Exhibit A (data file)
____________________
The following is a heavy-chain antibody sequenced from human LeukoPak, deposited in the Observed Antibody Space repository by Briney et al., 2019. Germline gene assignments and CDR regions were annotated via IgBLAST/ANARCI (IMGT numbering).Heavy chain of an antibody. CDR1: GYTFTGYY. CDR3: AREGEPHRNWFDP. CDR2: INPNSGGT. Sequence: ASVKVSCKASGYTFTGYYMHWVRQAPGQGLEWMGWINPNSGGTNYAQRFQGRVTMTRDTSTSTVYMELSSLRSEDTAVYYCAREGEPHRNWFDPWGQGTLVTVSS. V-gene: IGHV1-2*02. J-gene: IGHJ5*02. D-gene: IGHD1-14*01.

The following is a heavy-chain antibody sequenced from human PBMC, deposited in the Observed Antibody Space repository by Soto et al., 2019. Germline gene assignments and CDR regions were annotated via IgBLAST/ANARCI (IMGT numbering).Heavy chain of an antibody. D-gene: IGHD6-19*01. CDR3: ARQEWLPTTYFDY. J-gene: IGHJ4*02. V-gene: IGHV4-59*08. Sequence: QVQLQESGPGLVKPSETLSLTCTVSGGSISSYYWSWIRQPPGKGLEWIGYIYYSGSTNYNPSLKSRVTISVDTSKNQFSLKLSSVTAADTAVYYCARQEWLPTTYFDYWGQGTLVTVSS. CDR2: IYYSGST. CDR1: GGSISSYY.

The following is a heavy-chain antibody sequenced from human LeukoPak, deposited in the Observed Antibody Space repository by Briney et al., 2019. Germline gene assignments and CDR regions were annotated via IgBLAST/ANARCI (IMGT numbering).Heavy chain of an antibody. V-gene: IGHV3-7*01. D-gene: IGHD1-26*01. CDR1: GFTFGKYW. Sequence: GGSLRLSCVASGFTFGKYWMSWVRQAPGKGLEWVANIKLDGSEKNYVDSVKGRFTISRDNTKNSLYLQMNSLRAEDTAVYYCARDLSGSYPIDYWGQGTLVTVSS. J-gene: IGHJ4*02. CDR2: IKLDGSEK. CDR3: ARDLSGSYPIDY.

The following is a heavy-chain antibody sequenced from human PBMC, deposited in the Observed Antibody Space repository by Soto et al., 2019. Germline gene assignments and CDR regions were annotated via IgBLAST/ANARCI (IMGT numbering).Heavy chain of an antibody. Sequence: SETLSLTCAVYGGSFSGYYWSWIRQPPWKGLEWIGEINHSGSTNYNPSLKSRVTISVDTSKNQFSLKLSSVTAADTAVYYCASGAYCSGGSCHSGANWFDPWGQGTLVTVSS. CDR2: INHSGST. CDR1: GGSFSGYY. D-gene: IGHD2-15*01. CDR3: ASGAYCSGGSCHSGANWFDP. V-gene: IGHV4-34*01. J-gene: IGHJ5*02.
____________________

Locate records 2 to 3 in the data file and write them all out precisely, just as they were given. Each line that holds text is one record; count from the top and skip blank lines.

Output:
The following is a heavy-chain antibody sequenced from human PBMC, deposited in the Observed Antibody Space repository by Soto et al., 2019. Germline gene assignments and CDR regions were annotated via IgBLAST/ANARCI (IMGT numbering).Heavy chain of an antibody. D-gene: IGHD6-19*01. CDR3: ARQEWLPTTYFDY. J-gene: IGHJ4*02. V-gene: IGHV4-59*08. Sequence: QVQLQESGPGLVKPSETLSLTCTVSGGSISSYYWSWIRQPPGKGLEWIGYIYYSGSTNYNPSLKSRVTISVDTSKNQFSLKLSSVTAADTAVYYCARQEWLPTTYFDYWGQGTLVTVSS. CDR2: IYYSGST. CDR1: GGSISSYY.

The following is a heavy-chain antibody sequenced from human LeukoPak, deposited in the Observed Antibody Space repository by Briney et al., 2019. Germline gene assignments and CDR regions were annotated via IgBLAST/ANARCI (IMGT numbering).Heavy chain of an antibody. V-gene: IGHV3-7*01. D-gene: IGHD1-26*01. CDR1: GFTFGKYW. Sequence: GGSLRLSCVASGFTFGKYWMSWVRQAPGKGLEWVANIKLDGSEKNYVDSVKGRFTISRDNTKNSLYLQMNSLRAEDTAVYYCARDLSGSYPIDYWGQGTLVTVSS. J-gene: IGHJ4*02. CDR2: IKLDGSEK. CDR3: ARDLSGSYPIDY.